Tips on preparing yourself for the start of a new job; making the most of the induction process and leaving a great first impression.
Do your homework on the company by checking out relevant information sources such as the corporate website, company reports, industry and trade publications and online resources. Include social media sites such as Facebook, Twitter and YouTube where the company could well have a presence.
Many organisations post ‘day in the life’ or ‘what it's like to work here’ videos, which can give an insight into real-life at the company and its culture.
Minimise distractions in the first week so you can focus on the job: decide what you are wearing on the first day if not the entire week; plan your commute and factor in extra time just in case and avoid booking lots of social events in the first week so you aren't burning the candle at both ends.
Many people see induction as a mere formality they have to get through but it should be viewed as an opportunity to find out everything you need to know to do your job effectively. So approach it seriously and ask plenty of questions. If you have any concerns about conditions raise them politely.
The first few days in a job can be frustrating as far as setting up email accounts, passwords and similar so be patient. Above all, bear in mind that what you do in the induction is not representative of what you'll do in your position so keep an open mind and don't pre-judge the situation.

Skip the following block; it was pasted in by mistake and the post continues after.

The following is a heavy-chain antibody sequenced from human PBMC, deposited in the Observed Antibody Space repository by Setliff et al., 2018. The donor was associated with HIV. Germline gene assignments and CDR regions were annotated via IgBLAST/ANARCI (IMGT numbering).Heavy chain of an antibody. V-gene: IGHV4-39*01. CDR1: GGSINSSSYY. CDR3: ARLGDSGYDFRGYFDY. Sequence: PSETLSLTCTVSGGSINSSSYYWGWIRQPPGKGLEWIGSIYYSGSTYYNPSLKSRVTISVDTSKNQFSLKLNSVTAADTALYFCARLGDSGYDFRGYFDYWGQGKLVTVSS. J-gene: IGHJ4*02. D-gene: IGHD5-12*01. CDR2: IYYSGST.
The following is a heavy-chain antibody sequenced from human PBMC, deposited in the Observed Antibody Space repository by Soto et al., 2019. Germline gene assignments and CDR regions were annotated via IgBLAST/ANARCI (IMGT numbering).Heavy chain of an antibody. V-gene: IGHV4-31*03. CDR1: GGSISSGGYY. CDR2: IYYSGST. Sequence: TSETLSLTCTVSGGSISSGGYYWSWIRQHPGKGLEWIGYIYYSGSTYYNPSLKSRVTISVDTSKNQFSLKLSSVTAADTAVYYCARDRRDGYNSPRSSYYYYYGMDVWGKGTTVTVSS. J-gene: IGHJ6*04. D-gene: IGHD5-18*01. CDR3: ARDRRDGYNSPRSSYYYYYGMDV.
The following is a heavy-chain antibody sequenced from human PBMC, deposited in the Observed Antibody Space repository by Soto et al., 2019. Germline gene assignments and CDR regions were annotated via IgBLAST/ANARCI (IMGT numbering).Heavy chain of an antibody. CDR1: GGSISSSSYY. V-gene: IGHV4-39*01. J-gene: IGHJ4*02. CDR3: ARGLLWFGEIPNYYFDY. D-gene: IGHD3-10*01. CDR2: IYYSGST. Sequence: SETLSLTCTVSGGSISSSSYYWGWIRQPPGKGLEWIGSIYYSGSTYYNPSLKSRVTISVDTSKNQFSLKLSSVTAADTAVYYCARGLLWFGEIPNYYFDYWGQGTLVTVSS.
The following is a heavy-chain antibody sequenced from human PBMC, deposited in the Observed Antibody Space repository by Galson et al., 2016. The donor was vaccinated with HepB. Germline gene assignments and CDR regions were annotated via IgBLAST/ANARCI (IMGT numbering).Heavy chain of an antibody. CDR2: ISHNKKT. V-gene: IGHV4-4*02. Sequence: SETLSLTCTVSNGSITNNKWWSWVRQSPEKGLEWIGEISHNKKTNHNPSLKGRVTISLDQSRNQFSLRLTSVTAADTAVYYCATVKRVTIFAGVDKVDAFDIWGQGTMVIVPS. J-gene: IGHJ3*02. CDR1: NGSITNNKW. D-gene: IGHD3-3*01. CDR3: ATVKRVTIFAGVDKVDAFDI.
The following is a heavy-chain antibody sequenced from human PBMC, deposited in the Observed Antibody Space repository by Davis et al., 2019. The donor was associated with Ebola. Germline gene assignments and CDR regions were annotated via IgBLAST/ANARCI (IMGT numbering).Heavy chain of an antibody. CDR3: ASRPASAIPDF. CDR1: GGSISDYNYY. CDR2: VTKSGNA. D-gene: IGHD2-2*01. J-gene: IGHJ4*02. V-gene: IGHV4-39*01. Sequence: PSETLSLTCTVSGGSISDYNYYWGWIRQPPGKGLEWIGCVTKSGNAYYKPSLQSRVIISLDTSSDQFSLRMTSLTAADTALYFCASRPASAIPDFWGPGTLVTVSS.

Arrive early on day one and ensure you are prompt and punctual thereafter. Demonstrate a willingness to learn and a positive attitude at all times. Be amenable to those around you and observe any protocols.
Work on building a solid relationship with your manager and start by making sure you are crystal clear on what is expected of you. Elicit feedback on your work regularly and use every opportunity to demonstrate your potential.
Demonstrate that you are prepared to go the extra mile and volunteer for projects or tasks that are above and beyond your remit. Perseverance is key, and while over-delivering won't get you promoted overnight, it will begin to build a sturdy reputation.
Request a meeting with your manager as soon as possible rather than letting things fester as your disenchantment will quickly manifest itself and others will notice.
If you’re unhappy try to find out if the job can be shaped, as this is often a way to improve a position that turns out to be more junior that you initially thought. If a job elsewhere seems appealing, assess why and explore the possibility of incorporating some of the duties into your current role.
If, after considering the above, it's clear the job still isn't right, it's important to weigh up the risks of handing in your notice now, or whether a new job should be found first. Either way, make sure that a job has been given a fair chance.
Keep these five things in mind when you begin your new job and you’ll do fine: